Please share the article linked above with anyone you feel would be receptive so they can take steps to help themselves and become capable of weathering the storm ahead of us.

𝗠𝗮𝘆 𝘁𝗵𝗲 𝘀𝗲𝗲𝗱𝘀 𝘆𝗼𝘂 𝗽𝗹𝗮𝗻𝘁 𝘄𝗶𝘁𝗵 𝘆𝗼𝘂𝗿 𝗵𝗮𝗻𝗱𝘀, 𝘆𝗼𝘂𝗿 𝘁𝗵𝗼𝘂𝗴𝗵𝘁𝘀, 𝘆𝗼𝘂𝗿 𝗹𝗼𝘃𝗲, 𝘆𝗼𝘂𝗿 𝗰𝗼𝘂𝗿𝗮𝗴𝗲, 𝘆𝗼𝘂𝗿 𝗳𝗮𝗶𝘁𝗵 𝗮𝗻𝗱 𝘆𝗼𝘂𝗿 𝗴𝗿𝗮𝘁𝗶𝘁𝘂𝗱𝗲 𝘀𝗲𝘁 𝗱𝗼𝘄𝗻 𝗿𝗼𝗼𝘁𝘀 𝗮𝗻𝗱 𝗯𝗲𝗰𝗼𝗺𝗲 𝗮 𝗯𝗲𝗮𝘂𝘁𝗶𝗳𝘂𝗹 𝗴𝗮𝗿𝗱𝗲𝗻 𝘁𝗵𝗮𝘁 𝗶𝗻𝗰𝗿𝗲𝗮𝘀𝗲𝘀 𝘆𝗼𝘂𝗿 𝗿𝗲𝘀𝗶𝗹𝗶𝗲𝗻𝗰𝗲 𝗮𝗻𝗱 𝗻𝗼𝘂𝗿𝗶𝘀𝗵𝗲𝘀 𝘆𝗼𝘂𝗿 𝗯𝗼𝗱𝘆, 𝗺𝗶𝗻𝗱 𝗮𝗻𝗱 𝘀𝗼𝘂𝗹 𝗼𝗻 𝘁𝗵𝗲 𝗽𝗮𝘁𝗵 𝗮𝗵𝗲𝗮𝗱.

In closing, I will quote a comment from a Corbett Report subscriber which pertains to the imperative of taking steps to create decentralized food production systems at home.

The comment was posted by “ccuthbert2001” under the 2022 Year in Review episode.

“𝗦𝘁𝗮𝗿𝘁 𝘆𝗼𝘂𝗿 𝗴𝗮𝗿𝗱𝗲𝗻 𝘁𝗵𝗶𝘀 𝘆𝗲𝗮𝗿. 𝗧𝗵𝗲 𝗳𝗮𝗿𝘁𝗵𝗲𝗿 𝗮𝗹𝗼𝗻𝗴 𝘁𝗵𝗲 𝗹𝗲𝗮𝗿𝗻𝗶𝗻𝗴 𝗰𝘂𝗿𝘃𝗲 𝘆𝗼𝘂 𝗰𝗮𝗻 𝘁𝗿𝗮𝘃𝗲𝗹 𝗯𝗲𝗳𝗼𝗿𝗲 𝘁𝗽𝘁𝗯 𝗶𝗺𝗽𝗹𝗲𝗺𝗲𝗻𝘁 𝘁𝗵𝗲𝗶𝗿 𝗽𝗹𝗮𝗻 𝘁𝗼 𝘀𝘁𝗮𝗿𝘃𝗲 𝘂𝘀 𝗮𝗹𝗹 𝘁𝗼 𝗱𝗲𝗮𝘁𝗵, 𝘁𝗵𝗲 𝗯𝗲𝘁𝘁𝗲𝗿 𝗼𝗳𝗳 𝘆𝗼𝘂’𝗹𝗹 𝗯𝗲. 𝗗𝗼𝗻’𝘁 𝘄𝗼𝗿𝗿𝘆 𝗮𝗯𝗼𝘂𝘁 𝗶𝘁 𝗯𝗲𝗶𝗻𝗴 𝘁𝗼𝗼 𝗹𝗮𝘁𝗲, 𝗼𝗿 𝘁𝗼𝗼 𝗺𝘂𝗰𝗵 𝘄𝗼𝗿𝗸, 𝗼𝗿 𝘆𝗼𝘂 𝗱𝗼𝗻’𝘁 𝗹𝗶𝗸𝗲 𝗶𝘁. 𝗗𝗼𝗻’𝘁 𝗺𝗮𝗸𝗲 𝗲𝘅𝗰𝘂𝘀𝗲𝘀, 𝗝𝗨𝗦𝗧 𝗗𝗢 𝗜𝗧. 𝗬𝗼𝘂 𝘄𝗼𝗻’𝘁 𝗿𝗲𝗴𝗿𝗲𝘁 𝗶𝘁.”

Expand full comment
Mar 5, 2022Liked by Edward Slavsquat

"Happy Hunger Games! And may the odds be ever in your favour!"

Expand full comment
Mar 5, 2022Liked by Edward Slavsquat

Let them eat dopamine.

Expand full comment
Mar 5, 2022·edited Mar 5, 2022Liked by Edward Slavsquat

i was planning on losing weight before the summer, might just hold off, gonna need the reserves

Expand full comment

Chubby people will be in fashion again.

Expand full comment

Not as food, I hope!

Expand full comment
Mar 5, 2022·edited Mar 5, 2022

ive never been out of fashion even when i was thin

Expand full comment

"Much of this is usually shipped through the Black Sea ports of Odesa, or Kherson." I wonder how much of anything is getting through Kherson, scene of heavy fighting recently. Birthplace of my paternal grandfather, FWIW.

Thanks once again for excellent analysis. Stuff everyone needs to hear.

Expand full comment

Fascinating analysis, and this is a twist on things I haven't read about until now. Russia grows a great deal of wheat, but have to buy the seeds abroad. And problems with farming machinery. Check and checkmate. Woe is everyone if the idiots everywhere who are so eternally focused on killing and destroying don't figure this out. The current track leads nowhere good for anyone.

Expand full comment

This was sobering. After reading this article, open your King James Bible to Revelation chapter 6 and read it carefully.

Edward Slavsquat's dispatch reads like an account of the chess pieces being arranged for what is to come.

Expand full comment

Cue the self immolators in Tunisia and Egypt.

Expand full comment

Egypt was once one of the foodbaskets of the Roman Empire. The other being Ukraine.

Expand full comment

Gavin Mounsey: "There will come a time when only those who know how to plant will be eating". - Chief Oren Lyons.

Not necessarily! I beg to differ!

Obviously You do not understand system of government power at all!

Chief Oren Lyons is a native Iroquois. His native system of Indian demi-anarchy no longer exists in modern Canada!

Do you know what happened to the farmers in the Soviet Union? In China under Mao? In Cambodia under Polpot?

Do you know what has happening to the Indian farmers in today India right now?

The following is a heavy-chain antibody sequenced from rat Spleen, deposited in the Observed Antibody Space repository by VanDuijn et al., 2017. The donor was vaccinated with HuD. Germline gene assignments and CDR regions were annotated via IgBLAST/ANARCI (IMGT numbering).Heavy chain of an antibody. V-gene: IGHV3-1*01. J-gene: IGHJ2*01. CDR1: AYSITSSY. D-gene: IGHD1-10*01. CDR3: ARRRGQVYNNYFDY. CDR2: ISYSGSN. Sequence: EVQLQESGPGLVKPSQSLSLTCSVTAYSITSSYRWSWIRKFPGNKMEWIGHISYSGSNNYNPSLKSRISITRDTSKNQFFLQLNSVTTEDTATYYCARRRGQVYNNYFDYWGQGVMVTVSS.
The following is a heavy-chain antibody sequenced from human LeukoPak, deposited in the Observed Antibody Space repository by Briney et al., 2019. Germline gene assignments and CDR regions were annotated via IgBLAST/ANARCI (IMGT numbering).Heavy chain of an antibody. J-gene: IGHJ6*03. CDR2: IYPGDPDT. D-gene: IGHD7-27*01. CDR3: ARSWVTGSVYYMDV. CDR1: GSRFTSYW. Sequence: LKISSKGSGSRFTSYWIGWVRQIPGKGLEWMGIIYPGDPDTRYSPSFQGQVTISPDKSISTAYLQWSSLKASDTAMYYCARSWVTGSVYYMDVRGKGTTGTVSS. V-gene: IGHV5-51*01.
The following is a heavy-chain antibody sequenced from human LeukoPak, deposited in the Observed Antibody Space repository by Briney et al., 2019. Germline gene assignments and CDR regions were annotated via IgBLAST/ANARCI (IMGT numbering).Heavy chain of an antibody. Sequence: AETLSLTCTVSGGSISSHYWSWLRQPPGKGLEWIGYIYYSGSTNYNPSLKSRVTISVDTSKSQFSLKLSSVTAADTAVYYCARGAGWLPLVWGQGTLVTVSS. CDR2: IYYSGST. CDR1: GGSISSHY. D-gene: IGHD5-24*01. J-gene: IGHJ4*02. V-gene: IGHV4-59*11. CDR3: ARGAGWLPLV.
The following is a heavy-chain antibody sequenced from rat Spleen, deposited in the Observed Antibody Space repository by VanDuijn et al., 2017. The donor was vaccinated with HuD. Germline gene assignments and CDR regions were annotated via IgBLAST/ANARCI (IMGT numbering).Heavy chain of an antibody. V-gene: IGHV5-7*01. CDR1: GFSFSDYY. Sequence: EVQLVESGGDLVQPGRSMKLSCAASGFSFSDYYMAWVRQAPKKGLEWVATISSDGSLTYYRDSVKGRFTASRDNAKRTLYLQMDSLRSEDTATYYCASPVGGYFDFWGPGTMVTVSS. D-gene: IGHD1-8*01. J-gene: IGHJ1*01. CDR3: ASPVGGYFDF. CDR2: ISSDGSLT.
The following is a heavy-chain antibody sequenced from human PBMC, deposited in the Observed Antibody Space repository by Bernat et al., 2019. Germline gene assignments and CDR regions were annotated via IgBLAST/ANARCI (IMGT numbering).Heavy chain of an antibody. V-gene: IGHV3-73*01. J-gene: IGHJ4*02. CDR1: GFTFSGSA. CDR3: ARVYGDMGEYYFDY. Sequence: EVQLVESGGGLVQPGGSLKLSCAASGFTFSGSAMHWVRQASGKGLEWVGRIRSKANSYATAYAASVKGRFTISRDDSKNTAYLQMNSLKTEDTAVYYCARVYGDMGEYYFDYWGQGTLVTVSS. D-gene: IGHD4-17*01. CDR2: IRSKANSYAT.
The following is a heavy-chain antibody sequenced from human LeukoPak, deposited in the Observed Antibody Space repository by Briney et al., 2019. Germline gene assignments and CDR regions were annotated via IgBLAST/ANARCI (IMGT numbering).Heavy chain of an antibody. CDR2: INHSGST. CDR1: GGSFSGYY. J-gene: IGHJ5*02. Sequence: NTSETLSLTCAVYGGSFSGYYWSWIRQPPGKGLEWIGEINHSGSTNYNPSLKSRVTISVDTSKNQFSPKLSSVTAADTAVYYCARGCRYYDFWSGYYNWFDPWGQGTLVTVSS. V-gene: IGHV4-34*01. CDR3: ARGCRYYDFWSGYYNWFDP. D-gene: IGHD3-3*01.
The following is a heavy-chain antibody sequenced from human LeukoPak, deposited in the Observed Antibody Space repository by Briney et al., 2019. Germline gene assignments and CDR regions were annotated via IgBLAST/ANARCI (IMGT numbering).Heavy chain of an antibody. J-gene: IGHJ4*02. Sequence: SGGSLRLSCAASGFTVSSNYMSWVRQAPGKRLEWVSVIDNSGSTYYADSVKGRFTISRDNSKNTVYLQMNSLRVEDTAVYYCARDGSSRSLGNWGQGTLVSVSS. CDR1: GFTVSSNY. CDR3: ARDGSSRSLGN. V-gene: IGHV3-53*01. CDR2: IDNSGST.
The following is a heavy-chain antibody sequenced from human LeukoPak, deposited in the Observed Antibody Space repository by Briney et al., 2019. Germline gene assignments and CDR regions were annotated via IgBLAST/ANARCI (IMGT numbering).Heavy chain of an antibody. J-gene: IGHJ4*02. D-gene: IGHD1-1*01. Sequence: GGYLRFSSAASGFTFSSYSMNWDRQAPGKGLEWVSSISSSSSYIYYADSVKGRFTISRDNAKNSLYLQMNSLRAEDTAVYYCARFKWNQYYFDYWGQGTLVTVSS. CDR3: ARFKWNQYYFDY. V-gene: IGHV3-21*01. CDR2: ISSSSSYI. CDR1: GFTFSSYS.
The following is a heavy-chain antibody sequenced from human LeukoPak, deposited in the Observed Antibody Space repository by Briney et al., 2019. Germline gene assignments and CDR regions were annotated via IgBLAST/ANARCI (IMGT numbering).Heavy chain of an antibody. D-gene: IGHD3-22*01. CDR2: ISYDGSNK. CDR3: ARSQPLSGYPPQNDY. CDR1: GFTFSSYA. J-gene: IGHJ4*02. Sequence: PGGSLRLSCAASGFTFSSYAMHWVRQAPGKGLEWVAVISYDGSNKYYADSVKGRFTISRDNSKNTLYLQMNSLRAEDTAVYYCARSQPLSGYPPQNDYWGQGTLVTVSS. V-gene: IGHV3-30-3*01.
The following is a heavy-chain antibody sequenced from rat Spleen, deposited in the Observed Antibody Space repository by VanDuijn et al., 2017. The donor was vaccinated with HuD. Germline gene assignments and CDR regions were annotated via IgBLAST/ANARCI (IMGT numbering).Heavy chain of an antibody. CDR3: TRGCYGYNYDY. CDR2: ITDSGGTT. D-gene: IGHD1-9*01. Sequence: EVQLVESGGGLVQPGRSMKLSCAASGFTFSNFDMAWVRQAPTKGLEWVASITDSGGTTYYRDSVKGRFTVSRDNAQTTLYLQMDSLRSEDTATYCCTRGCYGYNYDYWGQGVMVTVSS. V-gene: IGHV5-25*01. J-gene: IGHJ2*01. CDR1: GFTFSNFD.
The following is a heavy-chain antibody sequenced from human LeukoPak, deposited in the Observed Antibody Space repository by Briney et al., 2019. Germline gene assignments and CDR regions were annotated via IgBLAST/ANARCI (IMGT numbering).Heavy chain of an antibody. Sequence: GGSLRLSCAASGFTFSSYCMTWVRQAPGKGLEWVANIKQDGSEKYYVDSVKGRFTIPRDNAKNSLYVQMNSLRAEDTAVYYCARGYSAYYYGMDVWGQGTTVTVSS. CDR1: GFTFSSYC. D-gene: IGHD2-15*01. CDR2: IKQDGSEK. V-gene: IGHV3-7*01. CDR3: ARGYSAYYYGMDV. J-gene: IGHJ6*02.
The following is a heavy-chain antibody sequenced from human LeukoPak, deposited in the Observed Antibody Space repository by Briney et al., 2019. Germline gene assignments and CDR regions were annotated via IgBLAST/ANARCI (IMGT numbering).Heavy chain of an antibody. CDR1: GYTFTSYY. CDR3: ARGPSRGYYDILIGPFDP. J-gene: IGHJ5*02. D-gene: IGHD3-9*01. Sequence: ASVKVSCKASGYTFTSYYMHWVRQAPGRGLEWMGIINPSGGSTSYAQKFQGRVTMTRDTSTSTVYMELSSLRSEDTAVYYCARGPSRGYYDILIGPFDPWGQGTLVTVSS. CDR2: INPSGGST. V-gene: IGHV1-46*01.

I know what happened to both my paternal and maternal grand parents during the "land reform" under Ho Chi Minh regime (1953-1956!)

Millions of Vietnamese and I personally experienced starvation after the Communists took over the whole nation in 1975, although we, all farmers, still had piece of land which had used to produce plenty of foods!

As long as people are being "governed", everything you produce can be taken away or even destroyed at anytime if your are allowed to do so at all! You need permission to produce even at your own garden! And that "permission" can be revoked anytime!

Don't ever tell me that such thing will never happen in "Western democracy!" or "That won't and can't happen here!" I have lived in different Western democracies since I fled Vietnam! Anyway, I digress.

At any rate, we, the human race, are worse than the boiling frog. For at least the "boiling frog" is neither aware of the coming heat nor understanding how the boiling spot works. We, the human race, do know and understand this government's murder plan in details! From the chemical GM foods, chemical poisons disguised as "medicine" to slow killer injection called vaccine, and the coming government made famine.... In one word, we knew that Governments have been deliberately murdering us. It's pure democide!

But not a single person, especially the so-called intellectuals, dare to utter the words REVOLT.

Yet, every year on the day 14 July, we commemorate and celebrate the spirit of the pitchfork revolution: the "Bastille" (14 July 1789)

We, right now, know very well that Governments are doing every thing to murder us... But we would not even dare to think of overthrowing them!

And when some people like Kazakhstans courageously did overthrow them. "We" hysterically, fearfully disapproved and condemned the Kazakhstans as being too violent and being "color revolution" ... just to cover our own cowardice IMHO (and Slav Squat of course) anyway.

How "civilized" we have been trained to be! We all have forgotten our self-preservation instinct!

I don't often agree with Paul Craig Roberts. However in this case I cannot help but agree with his remarks "this human race is so stupid to survive!"

As Aleksandr Solzhenitsyn regretted "We didn't love freedom enough. And even more – we had no awareness of the real situation.... We purely and simply deserved everything that happened afterward.” The Gulag Archipelago 1918-1956

Expand full comment